The streets of Durrow were quiet of people; only dogs barked and crickets sang in the fields as they passed through town. Anya did not say much as Callumn vigilantly walked beside her. His hand extended toward her slightly as if expecting her to fall at any moment. On her other side, Oli trotted along silently. The lynx pressed his flank against her occasionally and she drew strength from the animal’s presence and loyalty.
She should be falling. She should be unconscious, famished from the vigil she kept over Morducai’s heart. Over Melchior’s heart. Over his heart.
The two figures in the dark turned from Long Street onto Chestnut and in short time they stood at the path leading to the Tenorbekk cabin. Hunger and thirst ate at the little energy she had left, but she waved Callumn aside with a thank you and a reassurance she could make it inside. She felt his gentle eyes on her back and, steeling herself, she made it down the path on her own, lifted the latch, and stepped inside to the chorus of loud barks.
Shocked stares greeted her with the more jubilant greetings from the pups. Oli did not follow her inside; he slipped away easily fading into the shadows cast by the light of the fire.
Abiorn was the first to speak. His playful admonishing for not taking him along on her adventure let Anya breathe a little easier. Her younger brother helped her to the couch and then started tea and fetched her some blueberries and honey.
Bear leaped onto the cushion beside her and tried to push his way onto her lap while Vahan sang his greeting at her feet. Eirikr spoke to calm them both, and soon the dogs both rested at her feet panting out their excitement as Anya tasted the sweetness of the fruit Abiorn brought her.
Neither brother asked questions, and she was grateful for it. She knew they would come, but when Abiorn started dragging out the tub they used for baths, she knew they understood. Both brothers went to check on Eruviel’s new home to give her the privacy she needed to wash away the Barrow Downs and its stench.
The water was too hot, but Anya stepped into it anyway. The flush of her skin made it seem like the blood was not hesitant to flow through her sore limbs and as she washed herself, she pictured the hours she sat in the ancient tombs as though she was watching someone else. Occasionally someone would come with drink and she sipped automatically from their hand like a babe, but never did her attention waver from the Star of Cardolan in her palms. Morty’s life was in her hands and she would not fail him.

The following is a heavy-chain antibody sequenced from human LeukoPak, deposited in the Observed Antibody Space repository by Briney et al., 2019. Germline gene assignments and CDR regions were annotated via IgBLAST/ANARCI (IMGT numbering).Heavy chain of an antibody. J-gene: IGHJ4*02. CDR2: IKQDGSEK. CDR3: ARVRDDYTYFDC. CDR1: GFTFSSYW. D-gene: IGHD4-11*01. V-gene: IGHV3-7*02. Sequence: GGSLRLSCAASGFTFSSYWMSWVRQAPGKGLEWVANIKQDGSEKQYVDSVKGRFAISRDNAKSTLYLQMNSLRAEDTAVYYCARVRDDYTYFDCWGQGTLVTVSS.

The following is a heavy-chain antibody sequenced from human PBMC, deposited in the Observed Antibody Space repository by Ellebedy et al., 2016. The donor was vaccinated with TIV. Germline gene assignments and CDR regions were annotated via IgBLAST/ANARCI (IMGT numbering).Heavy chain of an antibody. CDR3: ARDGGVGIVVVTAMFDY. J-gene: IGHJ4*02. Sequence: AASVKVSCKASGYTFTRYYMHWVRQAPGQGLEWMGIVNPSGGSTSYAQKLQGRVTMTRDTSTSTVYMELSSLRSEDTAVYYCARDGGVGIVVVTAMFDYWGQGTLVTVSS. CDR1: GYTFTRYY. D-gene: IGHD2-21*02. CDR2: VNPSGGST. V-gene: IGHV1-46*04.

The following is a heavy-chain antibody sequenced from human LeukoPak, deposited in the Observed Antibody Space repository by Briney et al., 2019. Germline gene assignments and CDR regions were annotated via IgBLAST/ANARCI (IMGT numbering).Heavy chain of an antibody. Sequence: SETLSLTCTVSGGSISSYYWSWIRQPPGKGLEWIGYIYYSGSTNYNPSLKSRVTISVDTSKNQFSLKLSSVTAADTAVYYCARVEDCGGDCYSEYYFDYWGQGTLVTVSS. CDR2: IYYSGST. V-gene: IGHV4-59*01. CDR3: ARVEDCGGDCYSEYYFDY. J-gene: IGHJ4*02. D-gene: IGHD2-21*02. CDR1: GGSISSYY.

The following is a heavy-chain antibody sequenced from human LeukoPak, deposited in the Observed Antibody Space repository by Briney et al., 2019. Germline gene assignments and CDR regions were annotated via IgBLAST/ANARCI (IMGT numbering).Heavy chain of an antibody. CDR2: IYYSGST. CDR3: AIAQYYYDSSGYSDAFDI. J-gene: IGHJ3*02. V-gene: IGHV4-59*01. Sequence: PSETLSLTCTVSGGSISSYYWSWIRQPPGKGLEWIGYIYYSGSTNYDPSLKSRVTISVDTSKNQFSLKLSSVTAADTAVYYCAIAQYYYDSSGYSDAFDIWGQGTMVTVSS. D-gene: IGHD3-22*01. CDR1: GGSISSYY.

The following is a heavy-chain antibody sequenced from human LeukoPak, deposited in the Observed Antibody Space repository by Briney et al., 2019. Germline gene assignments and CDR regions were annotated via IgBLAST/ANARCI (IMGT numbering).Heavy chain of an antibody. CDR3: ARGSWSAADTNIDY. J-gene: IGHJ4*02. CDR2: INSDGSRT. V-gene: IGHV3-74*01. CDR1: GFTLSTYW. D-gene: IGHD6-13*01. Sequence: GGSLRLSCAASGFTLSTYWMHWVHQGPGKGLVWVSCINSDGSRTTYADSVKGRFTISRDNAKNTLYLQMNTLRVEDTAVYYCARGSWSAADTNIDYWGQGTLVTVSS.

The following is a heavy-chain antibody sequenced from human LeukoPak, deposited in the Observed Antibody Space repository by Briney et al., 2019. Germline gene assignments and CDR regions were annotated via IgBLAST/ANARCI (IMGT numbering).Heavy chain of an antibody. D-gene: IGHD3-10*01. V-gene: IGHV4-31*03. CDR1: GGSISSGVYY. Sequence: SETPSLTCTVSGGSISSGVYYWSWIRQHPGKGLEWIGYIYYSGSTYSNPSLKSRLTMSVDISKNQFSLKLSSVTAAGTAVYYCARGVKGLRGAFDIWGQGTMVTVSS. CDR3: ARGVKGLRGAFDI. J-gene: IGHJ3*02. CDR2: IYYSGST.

She must have drifted to sleep because soon she was no longer in Durrow-upon-Dunwash, but in a large and lush garden in the backyard of a tall home in Dale. The judge’s son was there with daisies in his hand and a winsome smile on his lips and he leaned in for a stolen, secret kiss, but his eyes lightened as he moved in and their brown became blue and Aeron was breathing his wife’s name as he kissed her and she felt the heat in her palms as the fear of loss grew in the pit of her stomach and before she knew what was happening next, Morty was leaning over her and she was in the Keep of Tinnudir and he was stroking her hair.
When she awoke in her bed some time later, she tried not to feel embarrassed that one of them must have put her there. The night gown’s ties were open at the throat, but she was well covered and a mass of fur and flesh with two sets of feline ears made her legs hot. Sitting up, she looked out her window and saw stars still shining.
Quickly, she donned her robes and brushed out her hair. Her sleep, though it had been short, had refreshed her enough to recall no one had been tending his garden in the past three days and the roses needed tending to. She did not know when he would be back or if he would be back. She would tend to them. She would not let them die.
Her surprise when she saw a light glowing in Morty’s window struck her paralyzed for several moments. Cautiously, she went up to the door and slipped inside.